• (linebreak) (unquoted 99 chars of tweet ...) vs. "your photo." vs. (inline quoted reply)

Some presentations of some notifications like these "recent items" begin to look like "cards".


Mention app

Main article: mention-app
  • Aaron Parecki brainstormed an iOS app (for now called just mention-app) to send him push notifications from an h-feed. Thus, if a server publishes received webmentions into an h-feed page, the app will get those (hopefully via PuSH, last resort via polling), and propagate them to the user's iOS device.


For notifications from an indieweb site to a web browser on a device, you may be able to use one or more of the following.

If you are actually using one of these on or with their personal site, add yourself to the #IndieWeb_Examples section above explaining how & why (what problem did it solve for you), and if you like, write-up a more general "#How_to" subsection for solving that problem using that technology or tool.

If any of these are obsolete or no longer work, please move them to a "Past Efforts" section or something like that so folks know to avoid them.


Somewhat in order from initial harms to subsequent harms, push notifications have been well documented to cause:

  • distraction
  • stress
  • anxiety & fear
  • contributes to addiction
  • fatigue


When attempting to focus attention on specific projects or goals, being interrupted with unrelated notifications can be very distracting.

Every notification system needs facilities to get specific notifications to be quiet, temporarily or permanently. The lack of said modes may reflect a software vendor's desire for you to engage more with (be distracted by) their service rather than the tasks you want to complete. Such notifications are disrespecting your time and resources.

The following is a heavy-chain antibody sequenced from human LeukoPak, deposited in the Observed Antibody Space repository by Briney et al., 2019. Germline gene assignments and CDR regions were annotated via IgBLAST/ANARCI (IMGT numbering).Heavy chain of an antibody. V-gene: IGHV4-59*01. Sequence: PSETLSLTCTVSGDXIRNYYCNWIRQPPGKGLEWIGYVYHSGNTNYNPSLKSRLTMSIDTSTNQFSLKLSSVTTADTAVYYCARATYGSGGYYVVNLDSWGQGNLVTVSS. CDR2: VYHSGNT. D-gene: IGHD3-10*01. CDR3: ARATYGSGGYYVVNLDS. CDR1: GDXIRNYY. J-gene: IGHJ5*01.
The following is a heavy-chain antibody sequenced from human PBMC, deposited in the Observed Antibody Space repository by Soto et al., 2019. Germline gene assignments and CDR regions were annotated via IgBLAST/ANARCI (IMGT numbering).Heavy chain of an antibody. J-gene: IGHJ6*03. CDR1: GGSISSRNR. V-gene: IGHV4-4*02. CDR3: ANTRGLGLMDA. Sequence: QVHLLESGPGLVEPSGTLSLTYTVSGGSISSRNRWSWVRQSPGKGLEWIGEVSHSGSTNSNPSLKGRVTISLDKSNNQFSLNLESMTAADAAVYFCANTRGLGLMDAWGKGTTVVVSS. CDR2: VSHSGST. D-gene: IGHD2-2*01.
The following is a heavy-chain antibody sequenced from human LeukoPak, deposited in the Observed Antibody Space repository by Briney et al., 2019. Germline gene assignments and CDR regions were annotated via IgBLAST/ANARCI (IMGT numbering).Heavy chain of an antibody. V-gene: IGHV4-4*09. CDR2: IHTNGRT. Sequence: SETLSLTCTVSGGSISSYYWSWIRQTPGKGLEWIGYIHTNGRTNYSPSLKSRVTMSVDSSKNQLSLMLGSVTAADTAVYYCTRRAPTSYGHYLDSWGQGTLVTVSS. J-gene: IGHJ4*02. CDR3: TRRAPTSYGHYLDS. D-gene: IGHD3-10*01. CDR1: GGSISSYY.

• 2018-02-27 New York Times: How Tiny Red Dots Took Over Your Life

    When platforms or services sense their users are disengaged, whether from social activities, work or merely a continued contribution to corporate profitability, dots are deployed: outside, inside, wherever they might be seen. I’ve met dots that existed only to inform me of the existence of other dots, new dots, dots with almost no meaning at all; a dot on my Instagram app led me to another dot within it, which informed me that something had happened on Facebook: Someone I barely know had posted for the first time in a while.

Nervous system stress

Push notifications stress users's nervous systems.

  • 2019-06-26 WIRED: A Brief History of Smartphone Notifications

    …in the 1990s and early 2000s, notifications like pulsing BlackBerry LEDs and “You’ve got mail!” were shoved into the forefront of our collective consciousness. Eventually, those became the icons, banners, and badges that litter our smartphones